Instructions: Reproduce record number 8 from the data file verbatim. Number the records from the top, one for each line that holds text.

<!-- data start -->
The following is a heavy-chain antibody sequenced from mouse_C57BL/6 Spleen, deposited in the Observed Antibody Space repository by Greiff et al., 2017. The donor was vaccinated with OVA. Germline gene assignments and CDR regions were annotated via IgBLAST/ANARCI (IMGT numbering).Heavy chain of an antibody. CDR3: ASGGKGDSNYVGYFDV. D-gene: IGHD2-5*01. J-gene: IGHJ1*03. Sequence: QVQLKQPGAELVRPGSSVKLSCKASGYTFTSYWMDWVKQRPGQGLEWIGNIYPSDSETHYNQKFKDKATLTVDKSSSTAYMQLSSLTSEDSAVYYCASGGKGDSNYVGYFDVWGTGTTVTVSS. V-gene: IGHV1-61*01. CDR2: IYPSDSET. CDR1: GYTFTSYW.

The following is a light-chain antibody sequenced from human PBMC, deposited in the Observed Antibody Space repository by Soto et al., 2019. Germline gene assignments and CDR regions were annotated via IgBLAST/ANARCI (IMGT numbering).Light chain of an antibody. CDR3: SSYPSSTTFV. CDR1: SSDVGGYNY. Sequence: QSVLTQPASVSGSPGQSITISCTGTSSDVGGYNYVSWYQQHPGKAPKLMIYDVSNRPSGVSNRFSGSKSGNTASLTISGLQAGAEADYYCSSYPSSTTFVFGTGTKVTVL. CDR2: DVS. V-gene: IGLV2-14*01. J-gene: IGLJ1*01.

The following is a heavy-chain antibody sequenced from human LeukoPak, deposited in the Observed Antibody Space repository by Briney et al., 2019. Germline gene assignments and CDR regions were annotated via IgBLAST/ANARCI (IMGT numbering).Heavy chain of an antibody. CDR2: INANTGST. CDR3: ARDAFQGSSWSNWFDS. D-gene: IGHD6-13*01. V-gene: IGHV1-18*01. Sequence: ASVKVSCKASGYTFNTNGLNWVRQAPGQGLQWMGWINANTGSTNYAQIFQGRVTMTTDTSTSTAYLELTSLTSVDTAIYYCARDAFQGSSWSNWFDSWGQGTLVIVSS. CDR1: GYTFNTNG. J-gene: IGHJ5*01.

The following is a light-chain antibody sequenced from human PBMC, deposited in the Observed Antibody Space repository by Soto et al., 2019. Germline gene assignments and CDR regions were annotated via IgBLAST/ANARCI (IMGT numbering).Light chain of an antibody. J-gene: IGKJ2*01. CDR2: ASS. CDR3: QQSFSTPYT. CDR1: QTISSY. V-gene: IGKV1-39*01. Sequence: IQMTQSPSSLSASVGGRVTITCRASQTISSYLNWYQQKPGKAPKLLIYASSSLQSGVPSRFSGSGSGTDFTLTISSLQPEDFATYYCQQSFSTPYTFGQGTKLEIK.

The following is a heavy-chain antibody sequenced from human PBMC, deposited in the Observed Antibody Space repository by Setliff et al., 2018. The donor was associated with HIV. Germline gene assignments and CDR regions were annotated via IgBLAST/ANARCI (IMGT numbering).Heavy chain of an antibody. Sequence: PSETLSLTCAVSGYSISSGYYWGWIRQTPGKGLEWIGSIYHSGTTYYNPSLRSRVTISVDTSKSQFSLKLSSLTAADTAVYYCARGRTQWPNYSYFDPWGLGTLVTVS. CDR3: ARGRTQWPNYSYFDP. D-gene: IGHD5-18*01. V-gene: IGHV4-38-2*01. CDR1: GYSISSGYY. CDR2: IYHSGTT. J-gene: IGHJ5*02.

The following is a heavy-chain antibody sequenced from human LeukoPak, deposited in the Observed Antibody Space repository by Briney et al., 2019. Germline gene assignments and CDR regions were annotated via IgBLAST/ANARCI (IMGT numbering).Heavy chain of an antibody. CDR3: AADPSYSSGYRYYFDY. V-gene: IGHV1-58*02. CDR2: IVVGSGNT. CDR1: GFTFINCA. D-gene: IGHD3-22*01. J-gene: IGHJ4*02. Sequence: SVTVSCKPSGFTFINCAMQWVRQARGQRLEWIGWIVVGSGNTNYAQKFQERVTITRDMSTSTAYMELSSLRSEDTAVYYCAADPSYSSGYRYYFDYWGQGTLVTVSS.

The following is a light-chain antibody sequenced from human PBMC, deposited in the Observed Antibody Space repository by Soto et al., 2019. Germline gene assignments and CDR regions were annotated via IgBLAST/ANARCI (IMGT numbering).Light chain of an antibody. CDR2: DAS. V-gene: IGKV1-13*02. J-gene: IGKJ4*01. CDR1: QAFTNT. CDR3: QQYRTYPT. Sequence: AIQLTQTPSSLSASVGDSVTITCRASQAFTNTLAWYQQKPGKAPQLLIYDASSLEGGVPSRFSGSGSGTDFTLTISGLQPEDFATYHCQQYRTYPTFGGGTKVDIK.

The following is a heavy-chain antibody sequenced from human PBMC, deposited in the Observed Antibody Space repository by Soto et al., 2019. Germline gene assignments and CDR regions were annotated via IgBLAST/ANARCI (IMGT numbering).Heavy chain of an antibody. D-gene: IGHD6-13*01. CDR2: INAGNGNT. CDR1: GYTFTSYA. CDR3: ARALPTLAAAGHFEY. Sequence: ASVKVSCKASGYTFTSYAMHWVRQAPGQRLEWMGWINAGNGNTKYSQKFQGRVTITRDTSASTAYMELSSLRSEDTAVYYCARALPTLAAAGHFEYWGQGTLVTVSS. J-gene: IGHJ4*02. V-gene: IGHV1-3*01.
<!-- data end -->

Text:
The following is a heavy-chain antibody sequenced from human PBMC, deposited in the Observed Antibody Space repository by Soto et al., 2019. Germline gene assignments and CDR regions were annotated via IgBLAST/ANARCI (IMGT numbering).Heavy chain of an antibody. D-gene: IGHD6-13*01. CDR2: INAGNGNT. CDR1: GYTFTSYA. CDR3: ARALPTLAAAGHFEY. Sequence: ASVKVSCKASGYTFTSYAMHWVRQAPGQRLEWMGWINAGNGNTKYSQKFQGRVTITRDTSASTAYMELSSLRSEDTAVYYCARALPTLAAAGHFEYWGQGTLVTVSS. J-gene: IGHJ4*02. V-gene: IGHV1-3*01.